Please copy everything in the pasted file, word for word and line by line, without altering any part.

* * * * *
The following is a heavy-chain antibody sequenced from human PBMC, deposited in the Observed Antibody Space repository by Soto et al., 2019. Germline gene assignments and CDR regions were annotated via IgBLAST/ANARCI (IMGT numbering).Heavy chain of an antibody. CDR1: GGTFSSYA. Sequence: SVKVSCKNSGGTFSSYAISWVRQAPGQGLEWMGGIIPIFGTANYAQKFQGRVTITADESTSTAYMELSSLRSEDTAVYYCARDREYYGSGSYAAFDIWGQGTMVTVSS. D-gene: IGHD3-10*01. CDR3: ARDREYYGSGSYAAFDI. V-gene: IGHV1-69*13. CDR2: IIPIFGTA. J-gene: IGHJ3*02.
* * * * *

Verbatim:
The following is a heavy-chain antibody sequenced from human PBMC, deposited in the Observed Antibody Space repository by Soto et al., 2019. Germline gene assignments and CDR regions were annotated via IgBLAST/ANARCI (IMGT numbering).Heavy chain of an antibody. CDR1: GGTFSSYA. Sequence: SVKVSCKNSGGTFSSYAISWVRQAPGQGLEWMGGIIPIFGTANYAQKFQGRVTITADESTSTAYMELSSLRSEDTAVYYCARDREYYGSGSYAAFDIWGQGTMVTVSS. D-gene: IGHD3-10*01. CDR3: ARDREYYGSGSYAAFDI. V-gene: IGHV1-69*13. CDR2: IIPIFGTA. J-gene: IGHJ3*02.